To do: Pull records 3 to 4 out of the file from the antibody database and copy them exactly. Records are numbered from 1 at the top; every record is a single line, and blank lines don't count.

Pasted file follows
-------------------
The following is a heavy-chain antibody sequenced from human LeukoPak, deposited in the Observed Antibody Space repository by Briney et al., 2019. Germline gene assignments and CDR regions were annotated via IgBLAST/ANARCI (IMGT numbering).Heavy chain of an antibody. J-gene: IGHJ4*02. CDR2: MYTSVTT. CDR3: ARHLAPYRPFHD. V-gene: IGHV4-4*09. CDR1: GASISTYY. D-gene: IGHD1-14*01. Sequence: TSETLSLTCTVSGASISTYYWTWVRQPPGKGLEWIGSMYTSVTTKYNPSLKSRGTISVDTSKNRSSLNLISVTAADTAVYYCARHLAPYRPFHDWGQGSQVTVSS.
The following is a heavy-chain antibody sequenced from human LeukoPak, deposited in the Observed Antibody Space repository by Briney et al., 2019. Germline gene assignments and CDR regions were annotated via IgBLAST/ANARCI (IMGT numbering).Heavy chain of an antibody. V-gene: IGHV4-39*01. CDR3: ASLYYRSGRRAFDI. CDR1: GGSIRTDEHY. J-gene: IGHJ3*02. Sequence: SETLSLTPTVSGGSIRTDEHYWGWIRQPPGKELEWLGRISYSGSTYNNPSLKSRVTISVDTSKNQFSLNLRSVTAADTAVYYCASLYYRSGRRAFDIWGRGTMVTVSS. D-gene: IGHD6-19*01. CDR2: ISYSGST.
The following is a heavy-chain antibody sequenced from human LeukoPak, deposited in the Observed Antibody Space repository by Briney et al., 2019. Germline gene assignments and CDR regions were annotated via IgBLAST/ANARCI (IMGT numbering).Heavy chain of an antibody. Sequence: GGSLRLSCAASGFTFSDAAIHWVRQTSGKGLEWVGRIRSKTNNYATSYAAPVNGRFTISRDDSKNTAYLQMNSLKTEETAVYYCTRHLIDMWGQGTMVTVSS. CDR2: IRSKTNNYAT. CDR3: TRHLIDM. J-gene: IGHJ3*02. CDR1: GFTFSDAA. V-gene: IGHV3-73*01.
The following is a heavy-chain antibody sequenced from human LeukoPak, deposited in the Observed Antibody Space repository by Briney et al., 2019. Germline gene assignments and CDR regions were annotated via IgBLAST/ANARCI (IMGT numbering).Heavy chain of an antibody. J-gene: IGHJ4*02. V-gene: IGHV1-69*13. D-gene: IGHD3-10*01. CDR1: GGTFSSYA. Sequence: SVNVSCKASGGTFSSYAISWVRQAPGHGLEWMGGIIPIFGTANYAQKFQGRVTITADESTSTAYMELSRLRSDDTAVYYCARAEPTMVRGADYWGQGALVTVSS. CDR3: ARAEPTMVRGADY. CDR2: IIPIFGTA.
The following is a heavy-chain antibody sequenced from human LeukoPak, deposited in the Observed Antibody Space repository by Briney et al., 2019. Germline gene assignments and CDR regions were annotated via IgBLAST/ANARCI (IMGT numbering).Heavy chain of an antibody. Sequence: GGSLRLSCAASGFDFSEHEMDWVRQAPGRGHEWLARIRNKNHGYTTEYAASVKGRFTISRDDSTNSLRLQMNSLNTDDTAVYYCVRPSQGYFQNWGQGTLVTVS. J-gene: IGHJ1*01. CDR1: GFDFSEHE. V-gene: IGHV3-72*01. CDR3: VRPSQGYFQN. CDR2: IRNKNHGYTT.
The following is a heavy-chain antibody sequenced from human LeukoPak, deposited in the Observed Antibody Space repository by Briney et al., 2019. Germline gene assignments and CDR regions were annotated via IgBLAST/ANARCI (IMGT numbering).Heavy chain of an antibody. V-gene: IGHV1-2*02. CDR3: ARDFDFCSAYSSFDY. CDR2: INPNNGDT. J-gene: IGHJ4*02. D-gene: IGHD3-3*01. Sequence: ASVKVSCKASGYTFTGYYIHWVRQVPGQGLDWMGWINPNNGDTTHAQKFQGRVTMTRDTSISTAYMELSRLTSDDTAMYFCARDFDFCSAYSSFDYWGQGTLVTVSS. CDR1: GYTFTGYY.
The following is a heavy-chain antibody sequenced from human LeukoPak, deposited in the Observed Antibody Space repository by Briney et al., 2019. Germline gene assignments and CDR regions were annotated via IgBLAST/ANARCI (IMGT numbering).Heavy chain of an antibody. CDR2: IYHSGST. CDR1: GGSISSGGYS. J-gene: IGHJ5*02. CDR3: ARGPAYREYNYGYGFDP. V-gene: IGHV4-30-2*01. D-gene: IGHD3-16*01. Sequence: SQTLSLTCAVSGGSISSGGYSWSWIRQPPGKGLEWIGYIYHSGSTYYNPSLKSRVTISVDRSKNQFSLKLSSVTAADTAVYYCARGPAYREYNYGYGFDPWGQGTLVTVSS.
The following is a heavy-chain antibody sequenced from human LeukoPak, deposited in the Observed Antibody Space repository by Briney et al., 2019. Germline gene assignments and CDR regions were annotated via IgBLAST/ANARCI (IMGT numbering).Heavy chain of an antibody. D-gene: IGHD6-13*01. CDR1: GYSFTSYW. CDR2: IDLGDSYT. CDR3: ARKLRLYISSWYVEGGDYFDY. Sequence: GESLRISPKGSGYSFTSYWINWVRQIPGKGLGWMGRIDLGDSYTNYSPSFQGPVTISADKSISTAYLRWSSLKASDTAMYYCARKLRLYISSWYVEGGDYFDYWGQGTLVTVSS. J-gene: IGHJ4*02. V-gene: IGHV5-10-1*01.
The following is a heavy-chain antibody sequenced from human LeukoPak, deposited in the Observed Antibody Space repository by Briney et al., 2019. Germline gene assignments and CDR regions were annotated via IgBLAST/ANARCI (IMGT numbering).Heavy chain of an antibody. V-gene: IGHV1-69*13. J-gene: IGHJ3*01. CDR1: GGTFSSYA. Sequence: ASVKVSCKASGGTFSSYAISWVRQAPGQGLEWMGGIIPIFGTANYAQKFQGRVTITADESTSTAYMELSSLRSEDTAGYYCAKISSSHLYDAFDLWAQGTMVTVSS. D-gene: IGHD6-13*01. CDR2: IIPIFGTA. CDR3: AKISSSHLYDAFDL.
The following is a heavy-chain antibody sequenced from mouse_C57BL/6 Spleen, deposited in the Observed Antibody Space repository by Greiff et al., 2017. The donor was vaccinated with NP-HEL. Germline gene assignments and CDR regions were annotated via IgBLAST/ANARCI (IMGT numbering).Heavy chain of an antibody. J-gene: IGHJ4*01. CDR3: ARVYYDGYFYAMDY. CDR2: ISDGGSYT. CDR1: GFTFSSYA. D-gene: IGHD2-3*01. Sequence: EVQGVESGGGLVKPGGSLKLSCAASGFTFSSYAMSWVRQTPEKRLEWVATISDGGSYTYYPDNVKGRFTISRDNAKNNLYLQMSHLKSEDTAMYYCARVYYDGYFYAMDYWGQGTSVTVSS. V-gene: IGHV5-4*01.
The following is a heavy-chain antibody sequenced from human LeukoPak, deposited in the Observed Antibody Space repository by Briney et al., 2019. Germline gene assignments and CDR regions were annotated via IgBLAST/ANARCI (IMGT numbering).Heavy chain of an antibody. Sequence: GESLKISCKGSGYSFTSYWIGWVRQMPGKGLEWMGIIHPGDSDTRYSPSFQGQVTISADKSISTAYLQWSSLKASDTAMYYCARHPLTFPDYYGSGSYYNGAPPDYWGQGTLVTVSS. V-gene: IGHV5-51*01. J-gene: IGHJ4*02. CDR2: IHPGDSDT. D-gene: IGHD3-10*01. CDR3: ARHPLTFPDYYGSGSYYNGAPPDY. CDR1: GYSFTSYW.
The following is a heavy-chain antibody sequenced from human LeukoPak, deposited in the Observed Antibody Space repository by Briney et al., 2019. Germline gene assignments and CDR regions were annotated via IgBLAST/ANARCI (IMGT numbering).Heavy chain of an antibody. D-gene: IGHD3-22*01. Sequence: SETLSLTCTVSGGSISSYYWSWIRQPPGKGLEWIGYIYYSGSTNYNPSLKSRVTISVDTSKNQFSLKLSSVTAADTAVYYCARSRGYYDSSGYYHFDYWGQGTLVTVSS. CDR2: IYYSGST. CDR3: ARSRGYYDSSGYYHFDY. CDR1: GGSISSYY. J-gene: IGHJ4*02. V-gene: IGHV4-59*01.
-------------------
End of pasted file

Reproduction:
The following is a heavy-chain antibody sequenced from human LeukoPak, deposited in the Observed Antibody Space repository by Briney et al., 2019. Germline gene assignments and CDR regions were annotated via IgBLAST/ANARCI (IMGT numbering).Heavy chain of an antibody. Sequence: GGSLRLSCAASGFTFSDAAIHWVRQTSGKGLEWVGRIRSKTNNYATSYAAPVNGRFTISRDDSKNTAYLQMNSLKTEETAVYYCTRHLIDMWGQGTMVTVSS. CDR2: IRSKTNNYAT. CDR3: TRHLIDM. J-gene: IGHJ3*02. CDR1: GFTFSDAA. V-gene: IGHV3-73*01.
The following is a heavy-chain antibody sequenced from human LeukoPak, deposited in the Observed Antibody Space repository by Briney et al., 2019. Germline gene assignments and CDR regions were annotated via IgBLAST/ANARCI (IMGT numbering).Heavy chain of an antibody. J-gene: IGHJ4*02. V-gene: IGHV1-69*13. D-gene: IGHD3-10*01. CDR1: GGTFSSYA. Sequence: SVNVSCKASGGTFSSYAISWVRQAPGHGLEWMGGIIPIFGTANYAQKFQGRVTITADESTSTAYMELSRLRSDDTAVYYCARAEPTMVRGADYWGQGALVTVSS. CDR3: ARAEPTMVRGADY. CDR2: IIPIFGTA.